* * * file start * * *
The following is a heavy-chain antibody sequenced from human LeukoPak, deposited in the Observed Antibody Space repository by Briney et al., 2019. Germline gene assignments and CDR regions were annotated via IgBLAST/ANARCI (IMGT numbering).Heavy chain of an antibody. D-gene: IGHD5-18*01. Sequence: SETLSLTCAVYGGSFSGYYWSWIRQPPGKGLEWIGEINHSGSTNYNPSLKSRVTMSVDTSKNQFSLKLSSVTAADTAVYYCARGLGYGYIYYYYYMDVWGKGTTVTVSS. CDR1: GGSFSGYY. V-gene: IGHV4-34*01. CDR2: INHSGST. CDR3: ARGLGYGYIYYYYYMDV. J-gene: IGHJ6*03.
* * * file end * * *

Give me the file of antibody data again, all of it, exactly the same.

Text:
The following is a heavy-chain antibody sequenced from human LeukoPak, deposited in the Observed Antibody Space repository by Briney et al., 2019. Germline gene assignments and CDR regions were annotated via IgBLAST/ANARCI (IMGT numbering).Heavy chain of an antibody. D-gene: IGHD5-18*01. Sequence: SETLSLTCAVYGGSFSGYYWSWIRQPPGKGLEWIGEINHSGSTNYNPSLKSRVTMSVDTSKNQFSLKLSSVTAADTAVYYCARGLGYGYIYYYYYMDVWGKGTTVTVSS. CDR1: GGSFSGYY. V-gene: IGHV4-34*01. CDR2: INHSGST. CDR3: ARGLGYGYIYYYYYMDV. J-gene: IGHJ6*03.